Delta Poses “Wicked” Problems That Must Be Managed
From the Natural Resources Agency:
Problems in the Sacramento-San Joaquin Delta are so complex as to fit the scientific definition of “wicked” – meaning, they cannot be ignored, defy straightforward characterization, and have no simple solutions. Yet the Delta must be managed to avoid disaster, and difficult political decisions will be necessary in the face of uncertainty.
Thus concludes a panel of four independent scientists with extensive Delta experience who summarized conflicts and challenges at the request of the California Natural Resources Agency, U.S. Department of the Interior, and NOAA Fisheries.
“Complex, wicked problems like the Delta rarely yield to the simplistic solutions directed at only one dimension of the problem,” states the report.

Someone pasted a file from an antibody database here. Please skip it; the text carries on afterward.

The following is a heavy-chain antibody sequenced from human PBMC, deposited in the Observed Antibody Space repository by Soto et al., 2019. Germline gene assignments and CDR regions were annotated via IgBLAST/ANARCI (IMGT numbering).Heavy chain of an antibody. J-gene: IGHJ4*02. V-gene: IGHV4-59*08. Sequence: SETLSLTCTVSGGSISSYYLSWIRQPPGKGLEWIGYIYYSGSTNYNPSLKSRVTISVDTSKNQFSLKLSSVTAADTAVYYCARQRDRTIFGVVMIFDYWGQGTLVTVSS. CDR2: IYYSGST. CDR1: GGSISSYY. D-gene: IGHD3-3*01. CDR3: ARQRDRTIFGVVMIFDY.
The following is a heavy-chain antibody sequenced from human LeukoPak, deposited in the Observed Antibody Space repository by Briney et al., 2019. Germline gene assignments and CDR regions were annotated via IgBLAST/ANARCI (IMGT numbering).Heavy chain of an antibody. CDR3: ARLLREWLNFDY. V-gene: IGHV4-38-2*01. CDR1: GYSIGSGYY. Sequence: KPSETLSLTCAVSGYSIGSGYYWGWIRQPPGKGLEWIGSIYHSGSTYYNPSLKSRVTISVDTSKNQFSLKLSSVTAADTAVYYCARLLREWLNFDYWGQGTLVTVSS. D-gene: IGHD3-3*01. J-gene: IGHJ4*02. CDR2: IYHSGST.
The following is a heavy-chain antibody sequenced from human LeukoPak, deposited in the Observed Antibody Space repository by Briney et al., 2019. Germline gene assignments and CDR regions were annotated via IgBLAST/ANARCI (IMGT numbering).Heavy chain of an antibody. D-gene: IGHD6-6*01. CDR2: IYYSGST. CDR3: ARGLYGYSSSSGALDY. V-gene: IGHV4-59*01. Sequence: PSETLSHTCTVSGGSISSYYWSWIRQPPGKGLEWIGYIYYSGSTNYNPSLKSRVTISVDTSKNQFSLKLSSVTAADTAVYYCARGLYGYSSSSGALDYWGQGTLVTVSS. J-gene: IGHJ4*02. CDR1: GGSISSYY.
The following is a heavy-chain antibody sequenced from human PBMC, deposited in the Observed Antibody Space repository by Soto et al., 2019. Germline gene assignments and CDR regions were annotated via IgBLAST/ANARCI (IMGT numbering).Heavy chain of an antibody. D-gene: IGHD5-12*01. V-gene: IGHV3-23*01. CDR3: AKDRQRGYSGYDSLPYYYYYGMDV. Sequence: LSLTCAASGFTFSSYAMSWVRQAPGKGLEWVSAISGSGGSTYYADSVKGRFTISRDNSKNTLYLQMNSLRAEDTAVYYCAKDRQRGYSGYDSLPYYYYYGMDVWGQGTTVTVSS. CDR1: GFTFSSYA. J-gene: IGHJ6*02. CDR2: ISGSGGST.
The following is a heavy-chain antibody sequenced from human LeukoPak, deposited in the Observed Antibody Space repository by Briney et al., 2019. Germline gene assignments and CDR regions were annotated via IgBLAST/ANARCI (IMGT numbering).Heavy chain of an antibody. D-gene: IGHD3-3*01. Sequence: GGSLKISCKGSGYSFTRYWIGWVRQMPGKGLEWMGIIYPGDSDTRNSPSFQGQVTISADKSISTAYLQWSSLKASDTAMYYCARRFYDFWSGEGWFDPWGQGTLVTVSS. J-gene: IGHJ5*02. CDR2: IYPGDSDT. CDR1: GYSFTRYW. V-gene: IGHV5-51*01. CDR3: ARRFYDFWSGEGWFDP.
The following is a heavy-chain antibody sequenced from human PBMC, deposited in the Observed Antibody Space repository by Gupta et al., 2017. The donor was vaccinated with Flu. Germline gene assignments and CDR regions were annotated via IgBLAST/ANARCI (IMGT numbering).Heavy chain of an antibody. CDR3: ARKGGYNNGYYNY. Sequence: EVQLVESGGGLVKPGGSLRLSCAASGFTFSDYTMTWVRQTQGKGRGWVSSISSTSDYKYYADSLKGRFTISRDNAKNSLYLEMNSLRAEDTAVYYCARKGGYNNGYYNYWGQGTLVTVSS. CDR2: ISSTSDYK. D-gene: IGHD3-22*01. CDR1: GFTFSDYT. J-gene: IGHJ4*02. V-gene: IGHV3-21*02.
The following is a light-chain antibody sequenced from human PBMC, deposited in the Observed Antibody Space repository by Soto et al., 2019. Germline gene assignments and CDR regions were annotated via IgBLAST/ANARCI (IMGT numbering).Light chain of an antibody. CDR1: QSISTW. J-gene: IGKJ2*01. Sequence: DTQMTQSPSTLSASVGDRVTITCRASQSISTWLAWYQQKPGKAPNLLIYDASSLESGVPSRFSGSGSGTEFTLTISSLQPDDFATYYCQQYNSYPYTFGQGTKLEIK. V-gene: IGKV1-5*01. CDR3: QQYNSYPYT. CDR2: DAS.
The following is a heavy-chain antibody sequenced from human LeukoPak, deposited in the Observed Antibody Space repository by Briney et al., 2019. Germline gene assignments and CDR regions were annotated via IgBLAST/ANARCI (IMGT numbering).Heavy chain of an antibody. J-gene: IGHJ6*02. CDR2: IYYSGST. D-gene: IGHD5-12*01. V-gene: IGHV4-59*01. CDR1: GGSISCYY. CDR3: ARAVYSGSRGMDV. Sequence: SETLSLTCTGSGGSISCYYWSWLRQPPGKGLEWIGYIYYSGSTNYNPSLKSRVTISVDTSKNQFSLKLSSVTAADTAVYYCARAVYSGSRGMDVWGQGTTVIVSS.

The scientists concluded that Delta challenges reverberate across Western states and the world. The Delta supplies two-thirds of California’s population and one-third of its irrigated farmland. Water supply issues in the Delta have ramifications for states that depend upon the Colorado River and California’s biggest-in-the-nation agricultural economy, while migratory waterfowl and fish connect the Delta to nations north and south.
The Delta is one of the most intensively studied systems in the world, but the status quo in the Delta is unsustainable and Delta problems “cannot be solved in the traditional sense,” according to the four authors, each of whom has served as Lead Scientist for the Delta Science Program under the auspices of the Delta Stewardship Council.